Another approach would be to look at the benchmarks’ inherent biases and try to seek out valuable names that can help their portfolios overcome those limitations. We think that global indices tend to overlook small- to mid-cap stocks in A shares. As for the CSI 300, a capitalization-weighted stock market index tracking the performance of top 300 stocks traded in the Shanghai and Shenzhen stock exchanges, we see that it is still undergoing structural changes to give more representation to the new economy (stocks that belong to the consumer discretionary, consumer staples and information technology sectors). Smaller companies and consumer trends can be good alpha generators. Skilled investment teams can exploit these to their benefit.
A focus on corporate governance can also generate more alpha. In China, corporate governance issues such as financial reporting, disclosures, and accounting standards are not high on many companies’ radar. These issues obscure where potential alpha may lie within the A share market.
Diligent active managers that establish good rapport with investee companies should get a better picture of how a company is expected to perform. They can also unearth companies with good practices that will likely keep them out of regulators’ crosshairs. We believe that having in place a robust set of due diligence processes will help managers uncover more attractive names to invest in, thus generating alpha.
Overall, there’s a common theme that run through all these approaches – active managers that have strong expertise on the ground will be able to uncover valuable companies that are likely to add strong alpha to returns.
What are the risks?
However, there are still some uncertainties when pursuing a fundamental-based active investing approach to China A shares. There are the usual risks of investing in emerging markets like China. We also note that there are other unique challenges that investors may face when looking at Chinese markets.
Policies and regulations may change fast or suddenly as China reforms and liberalizes its financial markets. For example, recent clampdowns on shadow banks, gaming companies, drug-makers and even kindergartens have put immense downward pressure on the share performances of listed companies in these sectors. Also, initiatives such as Stock Connect and Qualified Foreign Institutional Investor (QFII) – main channels through which foreign investors invest in China A shares – are still new and may see further tweaking to how they operate.
Listed companies also are allowed to suspend trading of their own shares, and companies have been known to do so on a very weak pretext. Sometimes, suspensions can go on for months. The Chinese Securities Regulatory Commission in November 2018 had introduced a series of guidelines geared towards improving the situation. We view this as a positive step as China looks to institutionalize the A share market even more, and to attract more foreign investors to the market.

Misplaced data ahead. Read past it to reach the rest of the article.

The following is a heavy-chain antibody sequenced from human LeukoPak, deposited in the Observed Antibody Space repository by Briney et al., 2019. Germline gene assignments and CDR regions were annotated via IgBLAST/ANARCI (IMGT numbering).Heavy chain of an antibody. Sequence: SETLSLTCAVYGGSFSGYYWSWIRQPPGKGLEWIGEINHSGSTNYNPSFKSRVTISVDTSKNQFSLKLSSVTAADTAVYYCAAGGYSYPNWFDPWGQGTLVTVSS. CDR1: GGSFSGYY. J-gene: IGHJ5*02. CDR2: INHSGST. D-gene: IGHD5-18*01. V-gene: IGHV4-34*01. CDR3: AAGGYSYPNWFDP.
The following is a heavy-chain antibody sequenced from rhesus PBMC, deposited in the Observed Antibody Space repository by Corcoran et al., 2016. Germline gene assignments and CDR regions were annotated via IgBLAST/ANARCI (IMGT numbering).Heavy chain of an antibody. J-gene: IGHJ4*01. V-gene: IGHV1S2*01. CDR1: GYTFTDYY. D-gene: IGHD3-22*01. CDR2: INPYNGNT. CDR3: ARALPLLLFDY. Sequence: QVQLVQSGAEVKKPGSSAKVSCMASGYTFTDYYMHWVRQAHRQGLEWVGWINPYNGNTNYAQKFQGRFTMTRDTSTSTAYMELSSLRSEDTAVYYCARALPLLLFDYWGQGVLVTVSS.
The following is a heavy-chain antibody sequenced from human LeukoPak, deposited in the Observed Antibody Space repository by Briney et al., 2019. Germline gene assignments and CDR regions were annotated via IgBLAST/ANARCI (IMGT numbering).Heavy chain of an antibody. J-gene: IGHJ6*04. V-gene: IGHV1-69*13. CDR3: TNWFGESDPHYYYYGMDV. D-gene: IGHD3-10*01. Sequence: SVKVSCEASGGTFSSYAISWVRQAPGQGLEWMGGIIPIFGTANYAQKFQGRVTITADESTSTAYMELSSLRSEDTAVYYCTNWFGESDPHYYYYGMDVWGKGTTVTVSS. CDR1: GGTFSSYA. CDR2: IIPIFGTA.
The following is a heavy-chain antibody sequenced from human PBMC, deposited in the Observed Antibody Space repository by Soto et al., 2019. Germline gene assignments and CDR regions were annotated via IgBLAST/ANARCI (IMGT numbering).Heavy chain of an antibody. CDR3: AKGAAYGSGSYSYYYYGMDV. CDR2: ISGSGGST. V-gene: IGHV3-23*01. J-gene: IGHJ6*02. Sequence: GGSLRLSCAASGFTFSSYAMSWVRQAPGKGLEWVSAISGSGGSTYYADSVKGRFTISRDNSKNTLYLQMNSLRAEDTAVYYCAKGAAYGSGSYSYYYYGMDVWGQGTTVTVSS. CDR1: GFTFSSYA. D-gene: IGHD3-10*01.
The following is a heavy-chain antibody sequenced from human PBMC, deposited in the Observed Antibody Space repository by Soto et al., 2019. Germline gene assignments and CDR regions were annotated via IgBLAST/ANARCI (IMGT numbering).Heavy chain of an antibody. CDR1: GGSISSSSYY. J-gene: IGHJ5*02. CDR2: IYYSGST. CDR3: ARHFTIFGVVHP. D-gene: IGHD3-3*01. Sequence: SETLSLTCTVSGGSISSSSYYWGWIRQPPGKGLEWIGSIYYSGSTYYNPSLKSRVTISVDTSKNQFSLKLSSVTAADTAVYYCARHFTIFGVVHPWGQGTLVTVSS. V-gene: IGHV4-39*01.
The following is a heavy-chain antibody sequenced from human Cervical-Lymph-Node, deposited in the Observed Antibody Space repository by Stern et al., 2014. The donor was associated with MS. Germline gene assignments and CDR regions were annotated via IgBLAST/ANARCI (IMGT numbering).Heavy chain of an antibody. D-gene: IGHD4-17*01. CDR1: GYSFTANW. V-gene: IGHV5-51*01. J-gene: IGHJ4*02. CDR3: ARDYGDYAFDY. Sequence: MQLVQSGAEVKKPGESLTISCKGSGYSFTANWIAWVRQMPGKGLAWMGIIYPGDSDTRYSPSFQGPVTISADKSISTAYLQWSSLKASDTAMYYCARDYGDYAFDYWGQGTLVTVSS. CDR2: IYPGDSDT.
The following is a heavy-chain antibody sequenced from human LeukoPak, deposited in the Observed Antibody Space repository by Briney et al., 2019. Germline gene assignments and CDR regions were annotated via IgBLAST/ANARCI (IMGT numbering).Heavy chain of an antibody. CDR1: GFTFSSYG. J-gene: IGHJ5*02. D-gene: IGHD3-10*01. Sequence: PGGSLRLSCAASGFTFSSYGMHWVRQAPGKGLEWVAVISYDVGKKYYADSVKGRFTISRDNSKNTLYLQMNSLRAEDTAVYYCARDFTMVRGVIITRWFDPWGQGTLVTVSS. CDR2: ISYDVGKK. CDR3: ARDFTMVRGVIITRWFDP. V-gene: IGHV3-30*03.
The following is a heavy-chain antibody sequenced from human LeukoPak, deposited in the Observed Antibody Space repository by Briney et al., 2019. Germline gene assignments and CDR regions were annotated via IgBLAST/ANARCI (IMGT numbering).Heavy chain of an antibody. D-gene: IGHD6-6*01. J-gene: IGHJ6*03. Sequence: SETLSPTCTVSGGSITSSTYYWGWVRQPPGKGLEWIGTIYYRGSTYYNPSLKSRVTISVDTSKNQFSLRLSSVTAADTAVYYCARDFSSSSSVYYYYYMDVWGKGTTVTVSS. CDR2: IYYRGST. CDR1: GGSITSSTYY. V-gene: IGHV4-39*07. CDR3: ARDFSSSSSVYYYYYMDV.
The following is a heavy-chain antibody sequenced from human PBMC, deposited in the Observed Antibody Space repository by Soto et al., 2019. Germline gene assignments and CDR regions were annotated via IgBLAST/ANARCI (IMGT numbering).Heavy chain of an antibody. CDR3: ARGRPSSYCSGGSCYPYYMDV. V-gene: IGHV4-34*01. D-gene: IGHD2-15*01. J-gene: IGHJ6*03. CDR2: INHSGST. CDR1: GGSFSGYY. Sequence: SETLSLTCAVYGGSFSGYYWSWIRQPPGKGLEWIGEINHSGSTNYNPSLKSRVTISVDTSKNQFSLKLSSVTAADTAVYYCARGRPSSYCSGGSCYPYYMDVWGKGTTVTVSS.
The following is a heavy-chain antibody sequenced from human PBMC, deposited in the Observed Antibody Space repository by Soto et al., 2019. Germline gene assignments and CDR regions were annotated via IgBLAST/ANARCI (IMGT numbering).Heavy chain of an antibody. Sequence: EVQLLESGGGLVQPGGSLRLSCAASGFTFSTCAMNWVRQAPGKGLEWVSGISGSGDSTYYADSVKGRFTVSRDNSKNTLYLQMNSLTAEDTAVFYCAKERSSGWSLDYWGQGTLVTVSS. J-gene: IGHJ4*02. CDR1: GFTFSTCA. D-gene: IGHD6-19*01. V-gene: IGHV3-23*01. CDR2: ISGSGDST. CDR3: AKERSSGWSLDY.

For now, the A share market is still keeping on its track towards a higher level of sophistication, albeit at a slow and measured pace. This gradual transition from being retail-led towards more institutionalization is a good window of opportunity for skilled managers to capture strong alpha with greater ease than before. This means that investors and fund managers that are early movers and have experience on the ground can find attractive names to uncover in China’s A share market.
But we stress that even though a fundamental-based approach can help savvy stock pickers to outperform competitors, its true value lies in its long-term prospects: the A share market will continue to evolve and mature. This means that ultimately, it is the active managers that have the acumen, skills, resources and deep on-the-ground expertise that will be able to constantly uncover the true value of A share names. This way, they can uncover ample opportunities to generate good active performance.
The value of investments and any income will fluctuate (this may partly be the result of exchange rate fluctuations) and investors may not get back the full amount invested.
Kevin Chen is Chief Investment Officer at Invesco Great Wall, which is a 49% Invesco-owned joint venture.
1. Data taken from Morningstar between July 1, 2014 to June 30, 2019. Accessed on July 26, 2019
2. “China to transfer state assets to pension fund in bid to boost shortfall“, Reuters, published Nov. 18, 2017.
3. “Exclusive: China’s Social Security Fund Chief Lou Jiwei Retires“, Caixin Global, published March 26, 2019, accessed on June 4, 2019